British Council presents in Sala Equis Madrid, "Sound Trilogy", a trilogy of films made in collaboration with Boiler Room, exploring how cities shape the influences and creative processes of musicians and artists. These films focus on the collective, sometimes DIY approach many artists take, to give an insight into how emerging creative scenes develop in the UK.
In 2016, Beyond A BPM, directed by Chris Read, focussed on London, exploring the city’s creative dynamic through the eyes of the musicians, producers and designers who are blurring the lines between art, music and fashion, featuring Gaika, Visionist, Liam Hodges, James Massiah and Sports Militia.
In 2017, Glasgow’s New Wave, directed and produced by Ramone Anderson showed how Scotland’s “second city” is much more than house and techno and how young pioneers are shaking up the old ideas about what club nights could be and what Scottish youth should sound like. Featured in the film are Heka Trax boss Nightwave, Astral Black label head Jon Phonics and label crew Bushido, Rapture 4D and DJ Milktray, emerging grime producer Polonis, OH141 promoter and DJ Sarra Wild, Big Miz, Femme Fresh and more, all of whom paint a vibrant, alternate picture of underground music culture in Glasgow.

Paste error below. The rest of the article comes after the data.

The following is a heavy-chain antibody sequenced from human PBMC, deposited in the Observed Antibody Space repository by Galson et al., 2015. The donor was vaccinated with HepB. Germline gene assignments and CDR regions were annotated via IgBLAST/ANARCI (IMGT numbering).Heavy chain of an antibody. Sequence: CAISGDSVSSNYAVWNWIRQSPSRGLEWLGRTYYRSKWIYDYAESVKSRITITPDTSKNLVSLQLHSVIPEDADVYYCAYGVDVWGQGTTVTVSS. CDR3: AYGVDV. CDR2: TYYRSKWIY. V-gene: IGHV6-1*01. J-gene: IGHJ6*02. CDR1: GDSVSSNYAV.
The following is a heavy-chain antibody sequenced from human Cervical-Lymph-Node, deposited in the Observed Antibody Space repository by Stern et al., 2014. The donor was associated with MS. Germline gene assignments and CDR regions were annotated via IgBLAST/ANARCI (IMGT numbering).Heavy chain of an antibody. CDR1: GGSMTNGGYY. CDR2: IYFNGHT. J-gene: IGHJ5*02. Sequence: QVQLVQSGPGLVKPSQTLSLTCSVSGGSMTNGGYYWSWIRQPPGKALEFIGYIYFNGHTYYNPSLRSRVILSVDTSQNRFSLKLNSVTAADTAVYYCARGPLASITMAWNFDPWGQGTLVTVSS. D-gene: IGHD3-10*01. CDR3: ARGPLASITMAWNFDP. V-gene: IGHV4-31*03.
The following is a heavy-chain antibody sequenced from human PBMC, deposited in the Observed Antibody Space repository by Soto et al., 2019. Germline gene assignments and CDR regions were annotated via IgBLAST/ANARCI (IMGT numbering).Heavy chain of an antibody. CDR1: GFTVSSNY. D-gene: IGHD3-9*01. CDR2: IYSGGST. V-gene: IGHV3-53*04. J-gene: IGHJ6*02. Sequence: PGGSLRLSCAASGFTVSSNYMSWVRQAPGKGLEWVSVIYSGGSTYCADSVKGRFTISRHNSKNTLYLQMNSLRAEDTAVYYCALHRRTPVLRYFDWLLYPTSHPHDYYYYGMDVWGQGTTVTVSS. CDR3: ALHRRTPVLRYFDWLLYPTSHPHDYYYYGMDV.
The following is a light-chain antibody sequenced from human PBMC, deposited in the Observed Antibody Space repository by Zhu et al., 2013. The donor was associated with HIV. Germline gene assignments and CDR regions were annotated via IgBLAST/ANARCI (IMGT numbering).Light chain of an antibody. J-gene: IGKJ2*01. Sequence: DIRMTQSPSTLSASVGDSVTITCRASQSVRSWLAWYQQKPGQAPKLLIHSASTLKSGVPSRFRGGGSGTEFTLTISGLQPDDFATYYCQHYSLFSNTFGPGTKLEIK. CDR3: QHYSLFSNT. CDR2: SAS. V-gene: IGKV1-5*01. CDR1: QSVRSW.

Fleshback, directed by Stephen Isaac-Wilson, is the latest in the trilogy and tells the story of alternative queer raving in Manchester and nearby Salford, from the 1980s to the present day. Fleshback uncovers that same spirit of mutuality and a DIY punk ethic, giving rise to nights where “homos, heteros, lesbos, don’t knows” (Homo Electric) feel free to be who they want to be against a soundtrack that puts music before politics.
Fleshback touches on key moments and influences over the past decades of UK history which have helped to shape the contemporary scene with contributions from Homo Electric, Meat Free, Body Horror and High Hoops.